The youthful Alexander II, who ascended the Scottish throne in twelve 1214 at the age of sixteen, inherited more than a crown. His father, William the Lion, had reigned for fifty years and bequeathed to his son a host of aged advisers and officers-of-state whom the new monarch found officious, tedious and dull.
Alexander was delighted, therefore, to welcome to his court a young man of royal blood, heir to the ancient - and all but rival - line of the Costpatrick's, Earls of Dunbar. Rather than begrudge Alexander his crown, Patrick, Master of Dunbar served his monarch well and became his true and closest friend.
And Alexander's needed such a friend in those turbulent times with the ever present threat of King John of England lurking; not to mention the warlike Norsemen under King Hakon; the Lord of the Isles in revolt, and the Isle of man and Ireland also causing trouble.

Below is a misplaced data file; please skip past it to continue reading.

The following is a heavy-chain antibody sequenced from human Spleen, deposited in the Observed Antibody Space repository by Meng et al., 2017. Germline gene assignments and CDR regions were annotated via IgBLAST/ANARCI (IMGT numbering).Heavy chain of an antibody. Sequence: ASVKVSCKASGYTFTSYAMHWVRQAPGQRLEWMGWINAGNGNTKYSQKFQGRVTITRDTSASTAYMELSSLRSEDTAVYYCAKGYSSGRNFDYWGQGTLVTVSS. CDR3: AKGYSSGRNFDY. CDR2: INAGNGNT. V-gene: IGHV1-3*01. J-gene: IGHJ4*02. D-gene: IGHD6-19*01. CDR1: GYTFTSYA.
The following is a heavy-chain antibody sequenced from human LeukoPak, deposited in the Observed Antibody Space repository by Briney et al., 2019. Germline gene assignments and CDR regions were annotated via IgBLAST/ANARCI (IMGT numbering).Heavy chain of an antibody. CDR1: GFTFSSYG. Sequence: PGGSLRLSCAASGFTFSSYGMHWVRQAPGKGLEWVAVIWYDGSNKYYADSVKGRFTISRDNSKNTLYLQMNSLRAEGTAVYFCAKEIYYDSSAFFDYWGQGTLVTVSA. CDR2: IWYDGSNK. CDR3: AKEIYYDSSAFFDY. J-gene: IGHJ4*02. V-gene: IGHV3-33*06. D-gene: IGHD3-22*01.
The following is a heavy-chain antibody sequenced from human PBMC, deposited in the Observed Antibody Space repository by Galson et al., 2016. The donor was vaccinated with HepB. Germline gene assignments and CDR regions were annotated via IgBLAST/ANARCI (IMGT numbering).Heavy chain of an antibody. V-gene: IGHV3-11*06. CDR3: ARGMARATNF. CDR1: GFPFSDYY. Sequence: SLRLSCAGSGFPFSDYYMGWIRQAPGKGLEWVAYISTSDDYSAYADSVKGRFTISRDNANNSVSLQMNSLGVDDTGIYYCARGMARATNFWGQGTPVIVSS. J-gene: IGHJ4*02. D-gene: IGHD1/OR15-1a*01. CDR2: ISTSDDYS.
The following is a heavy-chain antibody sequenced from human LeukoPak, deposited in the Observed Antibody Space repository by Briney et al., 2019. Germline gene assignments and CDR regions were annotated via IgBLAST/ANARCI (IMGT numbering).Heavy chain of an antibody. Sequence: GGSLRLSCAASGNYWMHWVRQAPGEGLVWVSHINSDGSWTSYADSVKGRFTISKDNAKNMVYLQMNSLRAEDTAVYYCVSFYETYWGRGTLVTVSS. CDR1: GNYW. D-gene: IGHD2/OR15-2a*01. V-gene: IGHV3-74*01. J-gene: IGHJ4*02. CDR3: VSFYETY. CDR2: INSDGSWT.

Worse still in the eyes of the two young men, there were no women present at court in these dangerous circumstances. Patrick and Alexander vowed to put right this sorry situation, and their ensuing efforts gave rise to some unexpected results.
This steadfast royal friendship which was to withstand both treachery and danger,rivalry and heartache during a highly significant period in Scottish history forms the fascinating subject of Nigel Tranter's enthralling novel.